Frazer Grimbleby, operations director at Craft Union Pub Company, said successful wet-led pubs are about understanding what the consumer wants.
He explained: “With everything [society] has been through in the past few years, people want to be back in pubs and bars, they don’t want to be at home or going to the off-licence, they want to be out in a social environment. If we can tap into that demand, the growth will come.
“What we see at Craft Union is that when we go into those communities [we’ve identified as a demand area] we’re offering them what they have been looking for. Then the growth comes because you’re delivering to that demand rather than going into a place where people don’t want that.”
Smoking ban ‘best thing to happen’
Grimbleby also said that “the smoking ban is the best thing that ever happened to the pub industry”, adding that, prior to the ban, there was a lack of quality in wet-led pubs.
“Now customers want quality drinks, in an environment that is clean and safe. The success of a pub, even on a wet-led basis, is to appeal to the community broadly, so young, old, middle aged. When everyone was smoking, it restricted the market for that pub.”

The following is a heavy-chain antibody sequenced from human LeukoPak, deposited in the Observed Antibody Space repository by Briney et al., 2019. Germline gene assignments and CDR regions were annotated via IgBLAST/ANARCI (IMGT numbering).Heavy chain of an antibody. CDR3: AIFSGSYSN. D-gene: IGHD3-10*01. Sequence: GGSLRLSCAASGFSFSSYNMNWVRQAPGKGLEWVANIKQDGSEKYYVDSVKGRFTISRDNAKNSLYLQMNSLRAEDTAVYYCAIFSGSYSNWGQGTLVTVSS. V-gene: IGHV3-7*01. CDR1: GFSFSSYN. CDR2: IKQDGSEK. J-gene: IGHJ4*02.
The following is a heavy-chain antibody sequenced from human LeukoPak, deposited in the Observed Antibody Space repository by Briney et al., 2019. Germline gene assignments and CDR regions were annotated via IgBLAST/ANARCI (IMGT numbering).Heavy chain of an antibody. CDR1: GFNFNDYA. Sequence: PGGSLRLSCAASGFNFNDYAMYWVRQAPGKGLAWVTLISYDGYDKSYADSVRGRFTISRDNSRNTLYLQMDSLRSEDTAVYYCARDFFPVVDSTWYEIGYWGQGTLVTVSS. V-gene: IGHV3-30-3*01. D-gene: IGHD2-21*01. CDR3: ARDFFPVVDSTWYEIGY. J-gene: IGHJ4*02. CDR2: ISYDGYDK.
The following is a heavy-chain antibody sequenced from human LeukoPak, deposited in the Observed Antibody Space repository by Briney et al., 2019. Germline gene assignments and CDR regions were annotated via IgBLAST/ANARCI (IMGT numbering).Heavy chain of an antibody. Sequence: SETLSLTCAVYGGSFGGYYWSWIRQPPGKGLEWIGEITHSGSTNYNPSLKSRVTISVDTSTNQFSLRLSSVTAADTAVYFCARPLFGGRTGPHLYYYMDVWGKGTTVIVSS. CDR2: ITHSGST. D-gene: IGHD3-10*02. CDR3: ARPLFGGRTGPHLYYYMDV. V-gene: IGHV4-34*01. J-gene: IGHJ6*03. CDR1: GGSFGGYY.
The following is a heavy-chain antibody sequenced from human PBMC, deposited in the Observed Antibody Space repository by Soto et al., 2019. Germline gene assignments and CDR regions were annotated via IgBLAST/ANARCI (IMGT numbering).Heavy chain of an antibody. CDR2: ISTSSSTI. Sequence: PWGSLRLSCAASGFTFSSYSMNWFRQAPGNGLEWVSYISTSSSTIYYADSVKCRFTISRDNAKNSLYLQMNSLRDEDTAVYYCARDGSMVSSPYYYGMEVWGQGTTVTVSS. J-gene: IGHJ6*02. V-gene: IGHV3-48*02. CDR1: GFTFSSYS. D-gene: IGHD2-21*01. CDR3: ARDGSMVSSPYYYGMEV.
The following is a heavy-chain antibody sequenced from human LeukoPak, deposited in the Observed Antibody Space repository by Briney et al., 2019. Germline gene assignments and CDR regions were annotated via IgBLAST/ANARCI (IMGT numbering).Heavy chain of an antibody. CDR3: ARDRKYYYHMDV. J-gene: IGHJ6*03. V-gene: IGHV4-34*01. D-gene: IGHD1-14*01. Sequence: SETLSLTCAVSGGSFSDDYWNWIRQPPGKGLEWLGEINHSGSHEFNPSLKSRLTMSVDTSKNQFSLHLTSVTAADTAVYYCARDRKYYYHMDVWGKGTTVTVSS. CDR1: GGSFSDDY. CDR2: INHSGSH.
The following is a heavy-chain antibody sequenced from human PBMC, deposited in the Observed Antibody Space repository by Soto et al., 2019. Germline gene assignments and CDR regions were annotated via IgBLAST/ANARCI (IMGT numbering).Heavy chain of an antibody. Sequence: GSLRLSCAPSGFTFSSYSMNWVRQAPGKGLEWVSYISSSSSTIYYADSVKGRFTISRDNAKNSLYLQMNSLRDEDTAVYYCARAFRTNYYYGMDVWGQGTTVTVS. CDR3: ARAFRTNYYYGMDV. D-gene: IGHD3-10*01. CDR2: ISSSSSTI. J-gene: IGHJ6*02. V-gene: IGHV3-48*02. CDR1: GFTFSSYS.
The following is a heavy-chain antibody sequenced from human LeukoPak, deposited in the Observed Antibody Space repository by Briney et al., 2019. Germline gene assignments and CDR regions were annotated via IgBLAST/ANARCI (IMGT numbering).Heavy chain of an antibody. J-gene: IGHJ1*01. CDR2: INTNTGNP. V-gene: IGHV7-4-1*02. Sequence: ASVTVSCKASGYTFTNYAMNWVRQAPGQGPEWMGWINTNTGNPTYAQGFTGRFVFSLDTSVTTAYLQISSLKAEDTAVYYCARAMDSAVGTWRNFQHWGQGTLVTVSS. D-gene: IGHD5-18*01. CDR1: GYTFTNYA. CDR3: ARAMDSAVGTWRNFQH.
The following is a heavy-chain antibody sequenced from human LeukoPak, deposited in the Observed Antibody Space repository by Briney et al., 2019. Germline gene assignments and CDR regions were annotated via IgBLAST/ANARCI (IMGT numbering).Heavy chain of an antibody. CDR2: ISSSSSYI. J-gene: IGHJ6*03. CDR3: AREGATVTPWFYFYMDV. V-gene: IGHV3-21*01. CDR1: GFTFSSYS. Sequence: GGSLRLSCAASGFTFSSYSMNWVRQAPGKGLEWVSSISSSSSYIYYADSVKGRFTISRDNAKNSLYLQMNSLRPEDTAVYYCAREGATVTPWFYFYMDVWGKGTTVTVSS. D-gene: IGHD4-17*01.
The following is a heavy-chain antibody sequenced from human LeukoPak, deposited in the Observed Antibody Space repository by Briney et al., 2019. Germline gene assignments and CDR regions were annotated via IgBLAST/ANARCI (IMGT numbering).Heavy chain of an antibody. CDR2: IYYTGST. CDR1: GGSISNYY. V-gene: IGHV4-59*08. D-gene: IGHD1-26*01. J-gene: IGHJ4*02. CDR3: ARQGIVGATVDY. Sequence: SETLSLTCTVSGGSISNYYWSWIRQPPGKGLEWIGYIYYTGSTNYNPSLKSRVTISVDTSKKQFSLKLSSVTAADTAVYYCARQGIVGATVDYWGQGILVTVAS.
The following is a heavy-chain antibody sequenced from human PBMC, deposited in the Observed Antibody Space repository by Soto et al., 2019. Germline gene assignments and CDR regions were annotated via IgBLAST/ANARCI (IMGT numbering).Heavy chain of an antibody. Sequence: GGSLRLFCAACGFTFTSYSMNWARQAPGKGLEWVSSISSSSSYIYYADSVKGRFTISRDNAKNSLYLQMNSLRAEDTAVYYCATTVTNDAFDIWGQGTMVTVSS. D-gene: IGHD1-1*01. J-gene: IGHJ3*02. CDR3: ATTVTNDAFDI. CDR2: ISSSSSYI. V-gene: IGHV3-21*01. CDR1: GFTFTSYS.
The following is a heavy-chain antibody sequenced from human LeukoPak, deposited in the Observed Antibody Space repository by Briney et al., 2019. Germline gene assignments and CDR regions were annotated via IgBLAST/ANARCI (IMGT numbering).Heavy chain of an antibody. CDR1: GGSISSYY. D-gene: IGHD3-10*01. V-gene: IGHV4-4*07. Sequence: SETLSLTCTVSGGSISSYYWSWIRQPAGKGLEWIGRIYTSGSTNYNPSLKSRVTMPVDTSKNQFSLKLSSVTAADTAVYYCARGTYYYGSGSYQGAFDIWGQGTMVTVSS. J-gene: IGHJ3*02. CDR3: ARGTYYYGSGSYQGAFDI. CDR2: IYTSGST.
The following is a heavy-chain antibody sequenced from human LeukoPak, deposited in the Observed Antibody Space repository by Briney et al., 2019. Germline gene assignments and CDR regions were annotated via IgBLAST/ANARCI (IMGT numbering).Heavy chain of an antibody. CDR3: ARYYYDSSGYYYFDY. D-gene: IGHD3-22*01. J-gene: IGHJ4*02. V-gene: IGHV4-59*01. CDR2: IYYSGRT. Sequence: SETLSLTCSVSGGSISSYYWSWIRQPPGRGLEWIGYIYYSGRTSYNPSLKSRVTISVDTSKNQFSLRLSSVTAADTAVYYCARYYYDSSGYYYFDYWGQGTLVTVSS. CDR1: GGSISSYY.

Innovate for wet-led success
Innovation in the drinks categories is another reason for wet-led growth. Andrew Stones, managing director at cocktail group Be At One, said: “There’s been a lot of innovation in the wet-led area, which has not been so true in casual dining. It’s led to investment in drinks development and has driven interest as well as more people into our bars.”
Stones said that sector concerns about young people not going out for drinking anymore were unfounded and “you just have to have a broad range of drinks”.
He added: “We’ve got a broad range of non-alcoholic drinks, with things like Seedlip coming out now.”
Quality of service
The panel agreed that service is just as important as quality, with Christian Townsley, director North Bar and North Brewing Company, saying: “Six of our sites are wet-led, we’ve focused heavily on quality of service and getting a really good drinks offer.
He also said that the chef recruitment crisis had created a challenge for their food operations.
“Recruitment in food has been a challenge. I think Brexit has had a big impact on recruitment in kitchen teams,” he said.
However, pointing to the rise in popularity of street food, he said: “We’re looking at having a food operation come in and run a food business in one of our sites and put the pains of running a food business on them.”
Commenting on the impact of the smoking ban, Townsley said: “People will blame it for demise of wet-led pubs. But as soon as people stopped smoking they realised how scruffy and dirty the pubs were. The range of drinks in wet-led operations now has become fantastic. As consumer choice improves, people can be a bit more fussy. We did notice a drop off in trade after the ban but it picked up again as soon as people become used to a different environment.”